“This abomination of yours… it is magnificently horrific,
far surpassing what I had imagined.”
– Monster by Dave Zeltserman
“Nothing could have prepared me for the hideous apparition that looked back out at me as I bent low in front of the mirror. My face was that of a daemon. Twisted, distorted, the mouth an ugly knife-slit and the flesh the same strange grayish skin that covered my appendages and hands. A thing of nightmares.”
The truth of his existence soon becomes clear – Victor Frankenstein, a practitioner of the dark arts, has killed Hoffmann and his beloved as part of an evil experiment. In league with the Marquis de Sade, Frankenstein’s ultimate goal for his “pet” is unclear – but as soon as he is able, Hoffmann escapes and begins his “damnable quest for vengeance” against the villain who killed him – and gave him life.
Thus begins an epic – and existentially profound – journey across Europe where Hoffmann is hunted by wolves and terrified townspeople, stalked by vampyres, worshipped by Satanists, and embraced by the monks of a secluded monastery.
Others may find this novel to be “a gruesome parable of control and vengeance” – that’s quoted straight from the press release – but for me it was more of an allegorical look at love and acceptance. Hoffmann’s will to live may at points be powered by unholy vengeance but ultimately it’s his love of Johanna that drives him. This is a love story of the highest order, albeit a tragic one.
Thematically, Zeltserman’s monster is us. Each and every one of us has at one time or another been unfairly judged, ridiculed, and/or ostracized for something. And – to be fair – we have all been, at some point in our lives, the frightened and weak-minded townsfolk wielding pitchforks and torches.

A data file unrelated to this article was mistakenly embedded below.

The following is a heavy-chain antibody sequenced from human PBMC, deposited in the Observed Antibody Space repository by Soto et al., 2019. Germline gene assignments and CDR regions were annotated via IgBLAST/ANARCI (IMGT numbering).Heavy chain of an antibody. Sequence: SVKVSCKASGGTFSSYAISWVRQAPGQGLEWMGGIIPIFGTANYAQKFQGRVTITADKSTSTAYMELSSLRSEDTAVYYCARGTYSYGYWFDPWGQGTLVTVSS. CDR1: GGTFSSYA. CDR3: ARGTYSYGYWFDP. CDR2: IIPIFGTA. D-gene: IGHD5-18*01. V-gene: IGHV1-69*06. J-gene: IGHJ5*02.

There is a (seemingly) simple – and invaluable – lesson to be learned here. Hoffmann may look like a monster but he is caring, gentle, scholarly, and courageous – an exceptional human being. How many times have we passed judgment on someone without ever getting to know them? Found them to be somehow inferior because of their differences? The sequence at the monastery was particularly moving:
“At Brother Theodore’s urging I had left my face uncovered by the cape’s hood, and none of the other monks displayed any distress over my appearance, nor did any of them appear to notice the monstrous construction of my hands. Instead they only favored me with warm smiles and gentle nods and the good cheer of camaraderie.”
The obvious recommendation here is for horror fans and readers who loved Frankenstein but I would suggest Zeltserman’s Monster to literary and mainstream fiction readers as well. It’s an homage to Shelley’s classic, yes, but it’s also a powerful parable about having the courage to be ourselves – and to embrace others as they are. It would be nice to think that sometime in the near future we’ll be able to live in a world where the ignorant and fearful mob doesn’t always rule…
Paul Goat Allen has been a full-time book reviewer specializing in genre fiction for the last two decades and has written thousands of reviews for companies like Publishers Weekly, The Chicago Tribune, Kirkus Reviews, and BarnesandNoble.com. He is a member of the National Book Critics Circle. You can follow him on Twitter at @paulgoatallen and get all the latest Barnes & Noble book news from @BNBuzz.
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